Charles Darwin was born on February 12, 1809 in the town of Shrewsbury, England. His family was relatively wealthy and his mother Susannah died when he was only eight. After his mother's death, his sister Caroline raised him for the rest of his younger years.
His education in the public school was focused on classic literature, mainly of Greek origin. However, Charles did not display any exceptional talent in academics. In 1825, he moved to Edinburgh in order to study medicine, but did not stay there very long. He had realized that his father would support him for the rest of his life and did not feel any particular motivation to succeed.
After Charles dropped out of medical school, his father suggested that he study religion. Charles moved to Cambridge in 1827, where he studied theology at Christ's College in hopes of becoming a member of the clergy. However, Charles was quickly distracted by other ventures. He met some individuals who were avid hunters and embarked on a number of trips with them, learning more about nature and animals. His cousin William Fox was an entomologist and provided Charles with some guidance in the collection of biological specimens.
Charles' intense fascination with biology is perhaps best described by a story in his autobiography. Charles had been removing a chunk of bark from a tree, when he saw two unique beetles. He grabbed one in each hand, only to see a different kind. Without hesitation, Charles placed one of the beetles in his mouth for storage, but the beetle emitted an acrid substance that burned his tongue, causing him to lose all but one of the beetles.
Charles met a professor in botany that helped to encourage his interests in biology. The professor was named Alan Sedgewick and helped Charles to secure a position as a naturalist on the HMS Beagle expedition at no cost. The ship left Devonport on December 27, 1831, not to return for a full five years. Over the duration of the expedition, Charles was able to visit hundreds of locations in South America and the nearby islands.
It was on the Galapagos Islands that Charles first began developing his theories. He noticed that each island had different forms of birds and tortoises, which were very similar, but had different eating habits and slightly different appearances. This allowed him to theorize that there was some sort of link between the similar, but different species on the various islands.
In 1836, the expedition returned to England. Charles had learned and seen many things that allowed him to develop theories in botany, biology, and geology. He had noticed that species that were better equipped to find and keep food were more prone to survival and theorized that this would weed out the weaker species, forming the framework for the theory of evolution. However, he did not publish his theory out of fear of criticism.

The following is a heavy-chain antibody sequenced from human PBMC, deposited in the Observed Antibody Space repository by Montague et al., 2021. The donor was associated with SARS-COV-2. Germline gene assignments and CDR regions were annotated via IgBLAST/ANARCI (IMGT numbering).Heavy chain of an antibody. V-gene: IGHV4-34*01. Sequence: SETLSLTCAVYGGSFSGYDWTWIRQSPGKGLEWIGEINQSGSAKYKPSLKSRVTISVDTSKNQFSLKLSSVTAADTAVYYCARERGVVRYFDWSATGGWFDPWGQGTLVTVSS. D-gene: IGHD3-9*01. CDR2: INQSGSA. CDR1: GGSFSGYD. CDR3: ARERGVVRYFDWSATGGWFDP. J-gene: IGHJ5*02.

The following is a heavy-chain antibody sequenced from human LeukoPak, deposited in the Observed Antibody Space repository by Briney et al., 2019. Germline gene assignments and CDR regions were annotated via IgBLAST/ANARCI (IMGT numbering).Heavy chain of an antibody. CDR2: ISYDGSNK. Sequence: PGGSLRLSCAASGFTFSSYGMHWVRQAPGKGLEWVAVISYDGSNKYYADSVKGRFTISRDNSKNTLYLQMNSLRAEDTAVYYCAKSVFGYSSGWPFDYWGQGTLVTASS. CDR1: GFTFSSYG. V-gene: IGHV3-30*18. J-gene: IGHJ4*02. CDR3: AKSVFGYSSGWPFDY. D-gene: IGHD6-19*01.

In 1838, he was made secretary of the Geological Society, where he served until 1841. In 1839, he was given a position on the Royal Society and married his cousin Emma Wedgewood, with whom he fathered ten children. In 1842, they moved to Downe, where he continued his extensive studies of the species in the area. It was here that he published a number of articles on the nature of his expedition, which made him very well known among fellow scientists.
On his expedition, Charles had contracted a case of Chagas disease from an insect bite in South America. It was now beginning to worsen and Charles began to realize that his end was nearing. In 1856, he began writing all of his ideas down for publishing. In 1858, he received an article from a friend, Alfred Wallace, that was essentially the same as his idea of evolution, but he agreed to publish his ideas along with those of the other man in the same publication.
In spite of the publication, little attention was given to their ideas. He began forming an abstract of his vast number of ideas, which would later become "On the Origin of the Species by Means of Natural Selection". The book was published in 1859 and presented a serious challenge to the existing beliefs, particularly those in theology.
Charles continued his writing, publishing some other works along with another controversial book "The Descent of Man and Selection in Relation to Sex". The book was published in 1871 and theorized that humans had descended from a hairy animal that was related to the orangutan and gorilla.
In 1878, Charles was given membership in the French Academy of Sciences. He died in Downe after a long bout with his disease, leaving science forever changed. A number of his children went on to become great scientists as well.